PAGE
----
They were using preset. Lazy Lester blues preset. Presets can work.

braunie

Hi

One more of these stories and you will kill the whole electronic intrumental industry incl. the Steinbergs :laughing:

But you’re right for a limited room, it works. If you try this in a bigger room, it wouldn’t work of sure.

Presets? Why not. So many people tried already to find the right touch of music. But as soon as it comes to commercial use, there are a lot of rules to be followed.

For me and my non-commercial recordings you are absolutely right: I use my presets :exclamation:


Cheers

…the problem was that it was a venue holding up to 750 people…not a corner at locals…


but you are right :slight_smile: Presets work.

braunie

+1

That’s the best way IMO, once recorded you can’t undo the effects…

If you have a synth with a really rotten FX processor then record the synth dry but most of the time the sound is what it is because of even cheesy FX


If you have a MIDI track that works then just record the signal like it comes out of the synth, FX and all.
If you later figure out that sound doesn’t work for whatever reason rerecord it dry, and add FX later.

The reason you find the sound appealing in the first place was because of all of the ingredients just happened to do something that made sense to you, oftentimes just a gut reaction and you just know it’s right. Why not hear if it carries all the way through the mix.

Yeah, a dedicated $$$ reverb sounds “better” but better is not always what you want. You want something organic, raw and beautiful or frozen, mechanical and beautiful. If you find it at the source, why bother trying to replicate it with your $$$ reverb when all you’ll get is a lame ass copy.


on the other hand if you just filled up the space with some make do sound until later, you might as well change the sound altogether and start from scratch searching for a new one.


Guide lines … not rules! ; )

Generally I will loose the reverbs. Synth preset programmers love their reverb and often you’ll find patches drenched in the stuff. So that when you are auditioning them they sound huge and impressive. Loose that and then add back in the arrangement.

I will take delays on a cases-by-case basis, sometimes they are essential to the sound.

Chorus and the like mostly I keep, as they are kinda integral to the sound more often than not, but be careful of huge wide stereo key sounds because you can end up with a big wall of stereo, and no focus to the mix. Some sounds are obviously 'really stereo, with different elements of the sound appearing in different parts of the soundstage, others are just wide with stereo chorus, and again this can cause muddiness.

Don’t be afraid of the sounds being ‘small’ in isolation, they will more often than not gel better with the mix, and you can of course use plug-ins to replicate the programmed effects (often with better quality than the FX in the keyboard)

It’s not uncommon for me to use a lot of synths - I have 9 in the current project (mixture of hardware synths and plug-ins) in addition to Hammond, Rhodes and Grand Piano. But then I secretly like the idea of a sparkly cape :wink:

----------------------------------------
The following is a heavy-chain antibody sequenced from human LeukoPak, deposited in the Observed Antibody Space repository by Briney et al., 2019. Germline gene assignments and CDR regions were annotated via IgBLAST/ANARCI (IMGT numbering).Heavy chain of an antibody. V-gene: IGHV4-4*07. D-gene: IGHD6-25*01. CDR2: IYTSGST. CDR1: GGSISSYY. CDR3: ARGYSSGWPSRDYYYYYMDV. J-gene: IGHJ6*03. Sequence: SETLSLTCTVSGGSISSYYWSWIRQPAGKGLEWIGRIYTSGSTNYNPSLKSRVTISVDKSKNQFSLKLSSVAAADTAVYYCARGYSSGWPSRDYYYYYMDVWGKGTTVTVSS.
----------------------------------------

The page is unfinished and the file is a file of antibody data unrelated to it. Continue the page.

Yes, I see.

Thanks guys some interesting views indeed.

So I did some test recordings last night and they were better as far as volume but still I need to understand placement.

Even though I pan certains sounds around it always sounds like everything is separate instead of sounding tight and fluid, its also so noticable when I drop an instrument out of the mix.

I put a few compressors in the mix but didnt make much difference, yes it made the sound louder but it didnt appear to my ears to make the track sit beter in the mix.

People talk about frequencies but again I dont know how to find out what frequencies a track is attenuating on??

I know I have so much to learn, I buy all the latest equipment but have never had one mix that I have ever liked.

It seems to sound ok one day and then next it sounds pants and if I play it in the car its even worse.

I am considering maybe night classes if they exist at the SAE even though its mega expensive. I have also thought about hiring someone to teach me. It would be so much easier teaching me to my own music in my own studio than anything else.

I have a couple of older tunes here
http://www.myspace.com/kilohurtzmusic

Ive certainly got the processing power

Intel i9 6 core
24GB Ram
Windows 7 64bit Enterprise

I barely see the CPU above 2% but in saying that I havent loaded it up with lots of effects etc etc.

Im going to do some more tests this weekend, with dry only sounds and then effect them from Cubase

Cheers

One more suggestion which I left out of my previous post, you could record the parts both dry and again with all the FX into separate tracks and play with the balance thereafter in the mix. This could preserve to some extent the essence of your synth’s patch sound.

Personally, I’d just record dry however. Use delays and reverbs sparingly, they are good for that depth dimension if used carefully.

I used to drown everything in cheese… but I learned! :wink:

Cheers

Dang, cant get it all out in one post!

As Zenda (Glyn) mentioned, you can crank the knob, then crank it back again… mixing is really a subtractive process in many ways, like the free space vanishing in an elevator as more people get on…

One more suggestion which I left out of my previous post, you could record the parts both dry and again with all the FX into separate tracks and play with the balance thereafter in the mix. This could preserve to some extent the essence of your synth’s patch sound.

Thats a really good idea, I can the hear the difference in the tracks as well as the placement.

Thanks for that

If it sounds good to you, then you’re done!

Yer welcome!